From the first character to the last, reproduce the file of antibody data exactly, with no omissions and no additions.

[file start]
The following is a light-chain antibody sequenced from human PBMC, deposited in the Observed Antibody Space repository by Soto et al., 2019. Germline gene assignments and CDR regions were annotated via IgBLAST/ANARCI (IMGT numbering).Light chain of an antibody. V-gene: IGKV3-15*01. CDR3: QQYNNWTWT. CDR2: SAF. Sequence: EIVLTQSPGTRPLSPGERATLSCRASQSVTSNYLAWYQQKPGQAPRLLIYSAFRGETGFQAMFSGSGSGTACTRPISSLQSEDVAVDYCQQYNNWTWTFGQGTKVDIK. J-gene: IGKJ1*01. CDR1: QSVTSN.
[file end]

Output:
The following is a light-chain antibody sequenced from human PBMC, deposited in the Observed Antibody Space repository by Soto et al., 2019. Germline gene assignments and CDR regions were annotated via IgBLAST/ANARCI (IMGT numbering).Light chain of an antibody. V-gene: IGKV3-15*01. CDR3: QQYNNWTWT. CDR2: SAF. Sequence: EIVLTQSPGTRPLSPGERATLSCRASQSVTSNYLAWYQQKPGQAPRLLIYSAFRGETGFQAMFSGSGSGTACTRPISSLQSEDVAVDYCQQYNNWTWTFGQGTKVDIK. J-gene: IGKJ1*01. CDR1: QSVTSN.